Churches do the same with music. I want to hear glorious hymns and instead get "praise songs" which are not much more than ditties for children. I walked out of one church when I saw guitars and a drum set up front. Really? You don't get enough tawdry music in bars?

  2. It seems like every aspect of our lives is being updated, "improved", or bastardized in one way or another. It really irks me when traditional things such as operas....or church hymns...fall victim to these atrocities. Guitars and drums in a church would inspire me to exit quickly.

    I appreciate your comment. I doubt if I'll get many. Whenever the subject of opera comes up, most people are reluctant to say anything.

  3. I remember the first time I heard guitar in a church. 1971, in a trappist monastery in South Carolina.
    I'm sure Wagner is just pleased that people are still torturing themselves with his swooping and swooning and endless phrases of music.
    But if it makes you quiver....carry on.

    1. Wagner has never been one of my favorite composers - - but every now and then I get into a Wagnerian mood, and for a blissful but brief duration I become obsessed....

  4. That was weird. I blinked and my previous comment vanished into thin air.

    I think I said something to the effect of that I totally agree with you. All this nonsense about " artistic creativity " destroys the hell out of traditional opera and film. Some things should simply be left alone. I'm surprised that Austria of all places allows such rubbish on the stage.

    Interesting post none the less with a few good laughs tossed in thanks to your humorous descriptions. Cute little lizard though.

    1. I have lost several of my recent Blogger comments, and I'm not exactly sure how they disappeared. I keep telling myself I must have pressed the wrong "button".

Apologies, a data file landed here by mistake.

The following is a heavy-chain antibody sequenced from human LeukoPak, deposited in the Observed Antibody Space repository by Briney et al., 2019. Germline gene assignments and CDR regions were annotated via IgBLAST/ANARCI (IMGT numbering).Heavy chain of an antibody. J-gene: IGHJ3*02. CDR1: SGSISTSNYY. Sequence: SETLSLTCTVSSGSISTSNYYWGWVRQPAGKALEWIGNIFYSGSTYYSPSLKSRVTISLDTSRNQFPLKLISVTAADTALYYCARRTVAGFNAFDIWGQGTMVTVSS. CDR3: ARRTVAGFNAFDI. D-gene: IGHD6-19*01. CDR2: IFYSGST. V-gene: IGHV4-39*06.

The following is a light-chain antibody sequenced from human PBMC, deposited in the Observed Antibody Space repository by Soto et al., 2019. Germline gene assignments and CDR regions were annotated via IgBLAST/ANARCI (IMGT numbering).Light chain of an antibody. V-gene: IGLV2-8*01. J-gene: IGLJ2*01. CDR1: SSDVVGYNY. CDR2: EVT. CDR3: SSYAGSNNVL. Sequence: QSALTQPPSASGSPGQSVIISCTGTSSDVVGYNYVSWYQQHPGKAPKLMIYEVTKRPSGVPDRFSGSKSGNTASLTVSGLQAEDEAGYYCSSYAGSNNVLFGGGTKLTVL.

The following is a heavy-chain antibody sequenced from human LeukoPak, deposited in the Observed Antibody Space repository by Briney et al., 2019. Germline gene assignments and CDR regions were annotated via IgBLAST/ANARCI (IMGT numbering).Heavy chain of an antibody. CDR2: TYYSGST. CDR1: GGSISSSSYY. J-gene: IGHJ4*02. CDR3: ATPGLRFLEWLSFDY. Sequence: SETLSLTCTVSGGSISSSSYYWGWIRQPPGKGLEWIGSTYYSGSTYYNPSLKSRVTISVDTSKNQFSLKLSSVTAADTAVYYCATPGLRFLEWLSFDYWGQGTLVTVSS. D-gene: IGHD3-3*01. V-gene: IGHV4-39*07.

The Bayreuth productions of Wagner's operas have consistently strived to maintain his original artistic intent. I'm really shocked that in recent years they have abandoned tradition and tainted his creations with all of this "modernization" crap.

  5. The lizard looks quite comfortble in his surroundings. What are the odds of catching him in the act. He's a cutie. I think I'd keep him as a playmate for the kitties.

    1. There were lots of lizards in Texas and California - but I was really surprised to find them here in TN. I've always liked lizards. They're harmless...and they help keep the bug population down.

  6. My own daughter has spent many years in theatrical costume design and if a production calls for armor, armor is what it gets --even if she has to travel to find a tailor who is also a blacksmith. In a pinch, she'll learn metalworking herself! No excuse for presenting Wagner with swastikas and brown shirts.

    1. It's extremely reassuring and inspiring to know that people like your daughter still exist. The world needs more of them!

  7. I regard 'our' lizards fondly ... adorable, even. (Not so much Parsifal.)
    Seriously, I fear Macie and Grace are going to suffer heart attacks while trying to catch one. 'Love my girls, but have to root for the lizard every time.

    1. I should probably name my lizard Parsifal.
      I always go through heroic maneuvers to rescue lizards from my cats.
      I also do that for mice. I too kindhearted....?

  8. Cute lizard Jon! I don't like it either when classics are "updated" or modernized. Keep the original, that's what works. Some years ago I saw an "updated" version of a Shakespeare play that, wait for it, was set in Nazi Germany. What's with that?

    1. I've seen some bizarre productions of Shakespeare plays, too. I think it's a travesty when younger generations see these "updates" of classics for the first time, and have no idea what the original version is supposed to be like.

      Perhaps I'm just an old fuddy-duddy (naw, it's not possible...)but I prefer tradition in the arts.